LOUVRE - DNP MUSEUM LAB
LOUVRE - DNP MUSEUM LAB
  • Museum Lab Scenes
  • Tokyo-Paris: Two LDMLs
Presentation organinzed by :
  • LOUVRE
  • DNP
Multimedia displays
Fourth Louvre - DNP Museum Lab presentation The city of Susa and its ceramics in the first centuries of Islam
Islamic Art at the Musée du Louvre The birth of the Islamic empire
Various views of Susa
Manufacturing techniques Materials, shapes, decorations Susa : history of the archaeological excavations
Ceramics with metallic luster decoration in the Islamic world Objects inscribed with their history
Islamic Art at the Musée du Louvre
The tour begins with a video presenting the Department of Islamic Art and its future gallery. The design and construction of this gallery in the Cour Visconti, at the heart of the museum, constitute one of the Louvre's most ambitious projects since the construction of the pyramid.
Back to top
The birth of the Islamic empire
Islam was founded by the prophet Muhammad in the Arabian peninsula in the early 7th century. The first Islamic state, established by Muhammad in Medina, launched a series of conquests that lasted almost two centuries. By the mid-8th century, the Islamic civilization had spread from Spain in the west to Pakistan in the east.
A map of the relevant geographical areas serves as a support for projected animations concerning the major events of this period.
Back to top
Various views of Susa
In the early centuries of Islam, Susa was one of the empire's regional capitals. It was also a very prosperous trading center. A projection on a screen illustrates the various facets of its development and its geographical situation at this period.
A scale model shows the topography of the city. When a visitor touches dots that indicate the location of buildings, detailed information is displayed on a screen. This tool can be used by two people at the same time.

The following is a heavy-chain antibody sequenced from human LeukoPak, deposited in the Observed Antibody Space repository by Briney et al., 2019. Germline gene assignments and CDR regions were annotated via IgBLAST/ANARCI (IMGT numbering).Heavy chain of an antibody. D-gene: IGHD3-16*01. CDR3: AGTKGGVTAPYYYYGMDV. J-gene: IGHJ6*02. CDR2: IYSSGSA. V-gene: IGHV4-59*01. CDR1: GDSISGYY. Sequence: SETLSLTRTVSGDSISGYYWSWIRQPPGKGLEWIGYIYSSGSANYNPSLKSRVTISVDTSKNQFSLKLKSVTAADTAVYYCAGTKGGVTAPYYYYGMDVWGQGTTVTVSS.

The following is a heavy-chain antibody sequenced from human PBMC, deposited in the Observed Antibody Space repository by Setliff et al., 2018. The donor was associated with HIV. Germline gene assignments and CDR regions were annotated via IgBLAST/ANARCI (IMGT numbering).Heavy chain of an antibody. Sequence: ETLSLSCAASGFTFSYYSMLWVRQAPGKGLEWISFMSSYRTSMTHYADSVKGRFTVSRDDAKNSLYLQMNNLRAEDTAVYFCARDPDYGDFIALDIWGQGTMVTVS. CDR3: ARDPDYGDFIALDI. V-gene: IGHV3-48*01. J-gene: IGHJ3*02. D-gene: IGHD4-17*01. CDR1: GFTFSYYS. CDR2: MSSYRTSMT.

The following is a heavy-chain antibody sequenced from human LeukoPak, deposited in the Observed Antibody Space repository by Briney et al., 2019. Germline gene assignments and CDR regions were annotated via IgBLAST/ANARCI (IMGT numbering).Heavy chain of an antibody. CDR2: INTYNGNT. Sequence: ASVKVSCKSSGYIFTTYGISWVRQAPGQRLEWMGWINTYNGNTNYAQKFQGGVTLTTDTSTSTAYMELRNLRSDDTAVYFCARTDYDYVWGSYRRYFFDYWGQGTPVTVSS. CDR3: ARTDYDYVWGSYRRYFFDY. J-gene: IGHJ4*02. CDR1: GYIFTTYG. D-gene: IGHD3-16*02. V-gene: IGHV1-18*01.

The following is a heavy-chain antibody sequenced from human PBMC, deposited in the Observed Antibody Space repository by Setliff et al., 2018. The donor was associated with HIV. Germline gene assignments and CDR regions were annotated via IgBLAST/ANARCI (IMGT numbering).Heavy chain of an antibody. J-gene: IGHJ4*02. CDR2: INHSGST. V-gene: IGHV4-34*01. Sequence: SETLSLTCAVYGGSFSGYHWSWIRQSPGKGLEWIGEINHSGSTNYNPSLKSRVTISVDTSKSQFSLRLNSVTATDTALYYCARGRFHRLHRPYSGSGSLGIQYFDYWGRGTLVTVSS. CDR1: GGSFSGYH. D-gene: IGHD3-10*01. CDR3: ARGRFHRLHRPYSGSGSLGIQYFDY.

Back to top
Susa : history of the archaeological excavations
Ultra high definition images present the history of the site of Susa, whose foundations are thought to date back over six millennia. The presentation describes the rediscovery of the city in the mid-19th century, and the many archaeological excavations carried out there.
Back to top
Materials, shapes, decorations
Ceramics with molded decoration and the legacy of antiquity

Two of the pieces found - the pitcher and stand - were made using the most ancient technique: that of molded decoration. The shapes and motifs of these pieces share many features with other objects discovered during excavations carried out in other regions and dating from other periods. We therefore know that ceramics from Susa were exported throughout Asia and ancient Iran.
Blue and white faience, or the influence of China

The ceramists who tried to give their pieces the whiteness of Chinese porcelain usually decorated them with typically Islamic patterns. These two exhibits are extremely precious in that they testify to the presence of Islamic characteristics from the beginning of the Islamic civilization - the indigo colors obtained with cobalt oxide, and the motifs suggesting Arabic writing.
Ceramics with metallic luster decoration—an Islamic innovation

The metallic luster ceramic technique was developed in the Islamic world. It gave ceramic pieces distinctive colors and a sheen resembling that of metal. The patterns and color tones need to be carefully studied for a better understanding of the objects.
Back to top
Objects inscribed with their history
The platter with metallic luster decoration exhibited here was reconstructed from shards, thanks to research on patterns and writing signs. The latter had spread into neighboring regions since ancient times.
Take this opportunity to experience a new approach to artworks using Augmented Reality (AR) technology, which blends filmed and digital images. Interesting details of the exhibit, such as restoration work, are pinpointed by digital images superimposed on the object itself.
Back to top
Ceramics with metallic luster decoration in the Islamic world
"Metallic lusterware"-a specifically Islamic technical innovation-spread throughout the empire and as far as South-East Asia. An interactive map pinpoints the places where metallic lusterware was found or produced. The map can be interrogated by pointing to the location of a city.
Back to top
Manufacturing techniques
An interactive table uses animated images to present three particularly representative techniques: molded decoration, "blue and white" faience, and metallic lusterware.
Back to top
The use or reproduction of these images without permission is strictly forbidden.
©2013 Louvre - DNP Museum Lab